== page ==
Effectiveness of a Femoral Block Following Total Knee Arthroplasty (TKA)

This study has been completed.
Information provided by:
Edmonton Civic Employees Research Fund
ClinicalTrials.gov Identifier:
First received: April 10, 2008
Last updated: June 21, 2011
Last verified: February 2008

Hospital stays after total joint replacement surgery have been getting shorter over the past 10 years. This is mostly due to new ways to manage pain and early rehabilitation. To be able to go home safely soon after surgery, patients need to:

  • 1) have adequate pain control
  • 2) be able to move through activities of daily living on their own (using aids)

Femoral nerve block, in combination with pain medications, is one of the new treatment strategies that are currently being used at other hospitals in Canada, the United States and the United Kingdom. Nerve blocks involve a needle filled with local anesthetic into the nerve that allows the feeling of pain around the knee. With good pain management, patients will be able to more quickly bend their knee and regain the ability to walk with aids and move from sitting and lying positions to standing and walking. Once they can do these activities with adequate pain control, they can be discharged from hospital to continue recovery at home. The purpose of this study is to examine a new way of managing postoperative pain and encourage early knee flexion and mobility, while maintaining pain control for patients after total knee replacement. We believe that patients who receive the nerve block in addition to the regular pain medication will have more knee flexion at discharge and experience less pain than patients who only receive usual pain medications.

Condition Intervention Phase
Total Knee Arthroplasty
Procedure: Femoral Block
Other: Usual Care
Phase 4

Study Type: Interventional
Study Design: Allocation: Non-Randomized
Endpoint Classification: Efficacy Study
Intervention Model: Single Group Assignment
Masking: Single Blind (Outcomes Assessor)
Primary Purpose: Treatment
Official Title: A Pilot Study of the Feasibility of Early Discharge After Total Knee Arthroplasty Using a Femoral Nerve Block

Resource links provided by NLM:

Further study details as provided by Edmonton Civic Employees Research Fund:

Primary Outcome Measures:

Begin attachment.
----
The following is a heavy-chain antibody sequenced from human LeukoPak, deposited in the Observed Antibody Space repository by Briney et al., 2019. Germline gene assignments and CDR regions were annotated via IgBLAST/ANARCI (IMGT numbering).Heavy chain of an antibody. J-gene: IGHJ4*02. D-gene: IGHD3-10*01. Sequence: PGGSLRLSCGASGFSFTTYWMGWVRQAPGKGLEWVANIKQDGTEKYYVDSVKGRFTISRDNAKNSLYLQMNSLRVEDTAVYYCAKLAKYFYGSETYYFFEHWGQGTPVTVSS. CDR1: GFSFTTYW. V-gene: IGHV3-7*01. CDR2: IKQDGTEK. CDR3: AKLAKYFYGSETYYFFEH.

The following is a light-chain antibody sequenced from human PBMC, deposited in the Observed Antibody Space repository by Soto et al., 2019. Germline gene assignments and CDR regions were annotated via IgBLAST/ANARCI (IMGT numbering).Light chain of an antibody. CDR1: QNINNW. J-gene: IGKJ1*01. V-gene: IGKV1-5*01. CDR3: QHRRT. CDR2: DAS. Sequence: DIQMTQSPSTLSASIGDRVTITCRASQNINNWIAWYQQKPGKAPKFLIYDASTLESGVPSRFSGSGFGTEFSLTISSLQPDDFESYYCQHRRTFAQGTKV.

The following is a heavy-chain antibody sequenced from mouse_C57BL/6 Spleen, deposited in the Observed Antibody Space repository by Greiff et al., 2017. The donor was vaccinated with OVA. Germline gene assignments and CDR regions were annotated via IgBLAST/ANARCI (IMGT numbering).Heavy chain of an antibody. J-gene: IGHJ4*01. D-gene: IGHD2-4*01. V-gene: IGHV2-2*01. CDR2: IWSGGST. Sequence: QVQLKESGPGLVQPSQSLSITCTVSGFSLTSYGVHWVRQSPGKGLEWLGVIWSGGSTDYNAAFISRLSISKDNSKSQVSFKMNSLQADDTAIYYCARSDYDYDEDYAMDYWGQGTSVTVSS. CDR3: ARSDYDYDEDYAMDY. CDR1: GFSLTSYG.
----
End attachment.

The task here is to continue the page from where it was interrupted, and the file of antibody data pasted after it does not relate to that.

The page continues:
• knee flexion [ Time Frame: at hospital discharge or day 4 postoperatively, whichever is earlier ] [ Designated as safety issue: No ]

Secondary Outcome Measures:
  • pain [ Time Frame: daily in hospital, 2 weeks, 6 weeks, 12 weeks ] [ Designated as safety issue: No ]
  • length of hospital stay [ Time Frame: during hospitalization ] [ Designated as safety issue: No ]
  • nausea/vomiting [ Time Frame: during hospitalization ] [ Designated as safety issue: No ]
  • participation in rehabilitation [ Time Frame: day of surgery ] [ Designated as safety issue: No ]

Enrollment: 20
Study Start Date: April 2008
Study Completion Date: December 2009
Primary Completion Date: October 2009 (Final data collection date for primary outcome measure)
Arms Assigned Interventions
Experimental: Femoral Block
Those receiving femoral block in addition to usual pain management
Procedure: Femoral Block
Those receiving femoral block postoperatively
No Intervention: Usual Care
Those receiving only usual pain management without a femoral block
Other: Usual Care
Those receiving only usual pain management postoperatively


Genders Eligible for Study:   Both
Accepts Healthy Volunteers:   No

Inclusion Criteria:

  • Undergoing primary total knee arthroplasty
  • English-speaking
  • Preoperative knee ROM > 90 degrees
  • Body Mass Index < 40

Exclusion Criteria:

  • Regular preoperative opioid use
  • Hepatic insufficiency
  • Any contra-indications to receiving a femoral block
  Contacts and Locations
Choosing to participate in a study is an important personal decision. Talk with your doctor and family members or friends about deciding to join a study. To learn more about this study, you or your doctor may contact the study research staff using the Contacts provided below. For general information, see Learn About Clinical Studies.

Please refer to this study by its ClinicalTrials.gov identifier: NCT00659087

Canada, Alberta
University of Alberta Hospitals
Edmonton, Alberta, Canada, T6G 2B7
Sponsors and Collaborators
Edmonton Civic Employees Research Fund
  More Information

Responsible Party: Tsui, Ban; Pediatric and Adult Anesthesiologist, Associate Professor/Director of Clinical Research,, Stollery Children's Hospital/University of Alberta Hospital,
ClinicalTrials.gov Identifier: NCT00659087     History of Changes
Other Study ID Numbers: J-3224 
Study First Received: April 10, 2008
Last Updated: June 21, 2011
Health Authority: Canada: Ethics Review Committee

Keywords provided by Edmonton Civic Employees Research Fund:
Total Knee
Range of Motion

ClinicalTrials.gov processed this record on May 24, 2016